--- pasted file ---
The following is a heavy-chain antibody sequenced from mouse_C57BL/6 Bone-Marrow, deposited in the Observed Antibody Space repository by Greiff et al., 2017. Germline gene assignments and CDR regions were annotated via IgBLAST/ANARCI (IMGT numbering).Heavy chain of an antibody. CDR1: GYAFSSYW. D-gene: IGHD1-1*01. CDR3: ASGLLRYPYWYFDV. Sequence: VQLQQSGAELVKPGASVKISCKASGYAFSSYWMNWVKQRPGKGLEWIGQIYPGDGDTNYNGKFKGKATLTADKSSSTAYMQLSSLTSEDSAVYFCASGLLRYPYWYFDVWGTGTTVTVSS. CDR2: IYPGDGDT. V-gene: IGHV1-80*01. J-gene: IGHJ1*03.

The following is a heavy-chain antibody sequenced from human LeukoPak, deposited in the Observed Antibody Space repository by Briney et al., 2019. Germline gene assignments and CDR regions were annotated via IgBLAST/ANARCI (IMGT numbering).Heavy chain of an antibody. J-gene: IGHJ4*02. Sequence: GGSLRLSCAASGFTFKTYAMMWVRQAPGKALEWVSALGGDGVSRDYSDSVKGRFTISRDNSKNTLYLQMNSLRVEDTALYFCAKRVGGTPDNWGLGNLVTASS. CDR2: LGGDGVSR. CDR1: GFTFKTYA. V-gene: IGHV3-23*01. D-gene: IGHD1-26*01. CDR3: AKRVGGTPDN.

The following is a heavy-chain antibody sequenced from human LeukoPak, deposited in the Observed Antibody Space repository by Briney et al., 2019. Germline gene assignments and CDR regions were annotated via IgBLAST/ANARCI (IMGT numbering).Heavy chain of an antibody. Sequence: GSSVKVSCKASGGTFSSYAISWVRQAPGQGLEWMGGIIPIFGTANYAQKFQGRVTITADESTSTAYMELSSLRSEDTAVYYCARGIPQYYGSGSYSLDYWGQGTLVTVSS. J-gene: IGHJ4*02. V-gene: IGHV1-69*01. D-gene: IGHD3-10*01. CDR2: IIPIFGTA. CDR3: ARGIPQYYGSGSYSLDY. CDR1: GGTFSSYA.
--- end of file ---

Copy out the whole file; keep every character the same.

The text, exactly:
The following is a heavy-chain antibody sequenced from mouse_C57BL/6 Bone-Marrow, deposited in the Observed Antibody Space repository by Greiff et al., 2017. Germline gene assignments and CDR regions were annotated via IgBLAST/ANARCI (IMGT numbering).Heavy chain of an antibody. CDR1: GYAFSSYW. D-gene: IGHD1-1*01. CDR3: ASGLLRYPYWYFDV. Sequence: VQLQQSGAELVKPGASVKISCKASGYAFSSYWMNWVKQRPGKGLEWIGQIYPGDGDTNYNGKFKGKATLTADKSSSTAYMQLSSLTSEDSAVYFCASGLLRYPYWYFDVWGTGTTVTVSS. CDR2: IYPGDGDT. V-gene: IGHV1-80*01. J-gene: IGHJ1*03.

The following is a heavy-chain antibody sequenced from human LeukoPak, deposited in the Observed Antibody Space repository by Briney et al., 2019. Germline gene assignments and CDR regions were annotated via IgBLAST/ANARCI (IMGT numbering).Heavy chain of an antibody. J-gene: IGHJ4*02. Sequence: GGSLRLSCAASGFTFKTYAMMWVRQAPGKALEWVSALGGDGVSRDYSDSVKGRFTISRDNSKNTLYLQMNSLRVEDTALYFCAKRVGGTPDNWGLGNLVTASS. CDR2: LGGDGVSR. CDR1: GFTFKTYA. V-gene: IGHV3-23*01. D-gene: IGHD1-26*01. CDR3: AKRVGGTPDN.

The following is a heavy-chain antibody sequenced from human LeukoPak, deposited in the Observed Antibody Space repository by Briney et al., 2019. Germline gene assignments and CDR regions were annotated via IgBLAST/ANARCI (IMGT numbering).Heavy chain of an antibody. Sequence: GSSVKVSCKASGGTFSSYAISWVRQAPGQGLEWMGGIIPIFGTANYAQKFQGRVTITADESTSTAYMELSSLRSEDTAVYYCARGIPQYYGSGSYSLDYWGQGTLVTVSS. J-gene: IGHJ4*02. V-gene: IGHV1-69*01. D-gene: IGHD3-10*01. CDR2: IIPIFGTA. CDR3: ARGIPQYYGSGSYSLDY. CDR1: GGTFSSYA.